It should be noted that ensemble weights are not a measure of ensemble components’ standalone accuracy nor do they measure the overall contribution of a particular model to the ensemble accuracy. For example, consider a setting where a component that is identical (or highly similar) to an existing ensemble component with weight π* is added to a given ensemble. The accuracy of the original ensemble can be maintained in a number of ways, including (a) assigning each copy a weight of π*/2, or (b) assigning the first copy a weight of π* and the second copy a weight of 0. In both of these weightings, at least one high accuracy ensemble component would be assigned significantly lower weight due to the presence of another identical or similar component. In fact, we saw this in our results since the Delphi-Stat model was the top-performing component model but was a linear combination of other Delphi models. It received zero weight in all of our ensemble specifications. Additionally, inclusion of components with small weights can have a large impact on an ensemble’s forecast accuracy.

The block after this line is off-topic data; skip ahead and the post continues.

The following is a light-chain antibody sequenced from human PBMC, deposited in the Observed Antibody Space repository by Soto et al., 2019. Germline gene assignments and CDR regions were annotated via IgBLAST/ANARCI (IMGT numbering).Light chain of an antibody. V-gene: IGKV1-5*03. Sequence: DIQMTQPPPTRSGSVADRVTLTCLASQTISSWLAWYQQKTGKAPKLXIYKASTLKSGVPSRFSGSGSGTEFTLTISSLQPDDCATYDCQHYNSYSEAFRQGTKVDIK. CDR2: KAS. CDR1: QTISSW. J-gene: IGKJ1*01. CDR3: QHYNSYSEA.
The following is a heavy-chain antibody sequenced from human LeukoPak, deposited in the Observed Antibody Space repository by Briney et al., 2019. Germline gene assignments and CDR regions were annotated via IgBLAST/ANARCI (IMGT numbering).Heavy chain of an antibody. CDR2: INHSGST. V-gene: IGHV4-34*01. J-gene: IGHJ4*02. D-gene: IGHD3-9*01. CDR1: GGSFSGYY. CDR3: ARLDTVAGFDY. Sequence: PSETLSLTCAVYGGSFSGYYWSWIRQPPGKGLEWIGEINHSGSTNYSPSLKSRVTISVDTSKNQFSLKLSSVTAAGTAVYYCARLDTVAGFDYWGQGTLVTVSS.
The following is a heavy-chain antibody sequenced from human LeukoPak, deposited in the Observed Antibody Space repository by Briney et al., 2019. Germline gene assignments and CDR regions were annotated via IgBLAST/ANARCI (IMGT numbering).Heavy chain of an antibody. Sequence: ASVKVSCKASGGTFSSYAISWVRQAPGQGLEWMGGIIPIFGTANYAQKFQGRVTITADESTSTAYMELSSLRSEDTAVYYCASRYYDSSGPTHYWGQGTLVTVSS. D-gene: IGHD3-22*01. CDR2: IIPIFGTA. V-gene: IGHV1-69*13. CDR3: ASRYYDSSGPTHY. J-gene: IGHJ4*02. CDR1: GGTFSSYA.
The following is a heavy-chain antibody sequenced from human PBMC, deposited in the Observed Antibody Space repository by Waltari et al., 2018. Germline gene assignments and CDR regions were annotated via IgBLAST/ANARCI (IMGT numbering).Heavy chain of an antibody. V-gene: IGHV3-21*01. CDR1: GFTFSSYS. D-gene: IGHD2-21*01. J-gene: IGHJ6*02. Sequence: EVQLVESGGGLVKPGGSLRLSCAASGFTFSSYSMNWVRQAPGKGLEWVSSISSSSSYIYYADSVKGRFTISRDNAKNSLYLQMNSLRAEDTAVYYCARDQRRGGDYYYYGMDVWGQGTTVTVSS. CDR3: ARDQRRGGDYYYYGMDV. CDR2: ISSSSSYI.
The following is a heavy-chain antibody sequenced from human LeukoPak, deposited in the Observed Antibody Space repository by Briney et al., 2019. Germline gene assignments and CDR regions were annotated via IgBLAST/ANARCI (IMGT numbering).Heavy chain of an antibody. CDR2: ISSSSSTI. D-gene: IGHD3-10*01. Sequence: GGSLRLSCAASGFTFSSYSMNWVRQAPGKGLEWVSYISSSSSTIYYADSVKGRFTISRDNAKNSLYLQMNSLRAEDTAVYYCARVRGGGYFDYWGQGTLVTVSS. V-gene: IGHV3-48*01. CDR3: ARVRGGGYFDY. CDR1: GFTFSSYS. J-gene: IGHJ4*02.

Ensemble nomenclature